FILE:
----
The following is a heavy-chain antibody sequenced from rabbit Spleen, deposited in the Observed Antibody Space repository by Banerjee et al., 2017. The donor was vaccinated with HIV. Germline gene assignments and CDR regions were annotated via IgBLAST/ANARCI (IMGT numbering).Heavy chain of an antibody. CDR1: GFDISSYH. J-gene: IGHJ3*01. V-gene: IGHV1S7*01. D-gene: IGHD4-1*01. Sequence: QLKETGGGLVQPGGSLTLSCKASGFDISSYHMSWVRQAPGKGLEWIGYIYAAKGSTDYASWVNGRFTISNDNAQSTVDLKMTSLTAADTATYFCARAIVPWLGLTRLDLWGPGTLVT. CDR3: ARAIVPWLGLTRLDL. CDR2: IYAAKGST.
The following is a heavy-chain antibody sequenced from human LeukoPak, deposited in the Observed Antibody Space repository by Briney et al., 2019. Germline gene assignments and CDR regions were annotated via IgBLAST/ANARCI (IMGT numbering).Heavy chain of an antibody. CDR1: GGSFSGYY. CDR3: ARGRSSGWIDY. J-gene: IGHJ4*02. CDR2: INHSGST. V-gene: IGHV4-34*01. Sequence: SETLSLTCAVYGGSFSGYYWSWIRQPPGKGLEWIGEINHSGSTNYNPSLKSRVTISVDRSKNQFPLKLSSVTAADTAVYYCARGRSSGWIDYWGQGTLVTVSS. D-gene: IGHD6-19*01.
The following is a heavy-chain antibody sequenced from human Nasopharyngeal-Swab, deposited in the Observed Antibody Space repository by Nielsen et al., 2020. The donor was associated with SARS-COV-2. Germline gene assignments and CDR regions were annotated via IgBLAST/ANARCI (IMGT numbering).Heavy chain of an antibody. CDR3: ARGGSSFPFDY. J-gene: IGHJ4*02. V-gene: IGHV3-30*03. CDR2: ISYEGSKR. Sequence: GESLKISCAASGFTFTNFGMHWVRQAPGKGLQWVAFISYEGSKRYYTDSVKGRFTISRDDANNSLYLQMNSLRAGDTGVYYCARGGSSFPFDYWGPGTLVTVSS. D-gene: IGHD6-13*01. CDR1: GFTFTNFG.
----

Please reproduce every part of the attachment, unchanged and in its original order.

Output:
The following is a heavy-chain antibody sequenced from rabbit Spleen, deposited in the Observed Antibody Space repository by Banerjee et al., 2017. The donor was vaccinated with HIV. Germline gene assignments and CDR regions were annotated via IgBLAST/ANARCI (IMGT numbering).Heavy chain of an antibody. CDR1: GFDISSYH. J-gene: IGHJ3*01. V-gene: IGHV1S7*01. D-gene: IGHD4-1*01. Sequence: QLKETGGGLVQPGGSLTLSCKASGFDISSYHMSWVRQAPGKGLEWIGYIYAAKGSTDYASWVNGRFTISNDNAQSTVDLKMTSLTAADTATYFCARAIVPWLGLTRLDLWGPGTLVT. CDR3: ARAIVPWLGLTRLDL. CDR2: IYAAKGST.
The following is a heavy-chain antibody sequenced from human LeukoPak, deposited in the Observed Antibody Space repository by Briney et al., 2019. Germline gene assignments and CDR regions were annotated via IgBLAST/ANARCI (IMGT numbering).Heavy chain of an antibody. CDR1: GGSFSGYY. CDR3: ARGRSSGWIDY. J-gene: IGHJ4*02. CDR2: INHSGST. V-gene: IGHV4-34*01. Sequence: SETLSLTCAVYGGSFSGYYWSWIRQPPGKGLEWIGEINHSGSTNYNPSLKSRVTISVDRSKNQFPLKLSSVTAADTAVYYCARGRSSGWIDYWGQGTLVTVSS. D-gene: IGHD6-19*01.
The following is a heavy-chain antibody sequenced from human Nasopharyngeal-Swab, deposited in the Observed Antibody Space repository by Nielsen et al., 2020. The donor was associated with SARS-COV-2. Germline gene assignments and CDR regions were annotated via IgBLAST/ANARCI (IMGT numbering).Heavy chain of an antibody. CDR3: ARGGSSFPFDY. J-gene: IGHJ4*02. V-gene: IGHV3-30*03. CDR2: ISYEGSKR. Sequence: GESLKISCAASGFTFTNFGMHWVRQAPGKGLQWVAFISYEGSKRYYTDSVKGRFTISRDDANNSLYLQMNSLRAGDTGVYYCARGGSSFPFDYWGPGTLVTVSS. D-gene: IGHD6-13*01. CDR1: GFTFTNFG.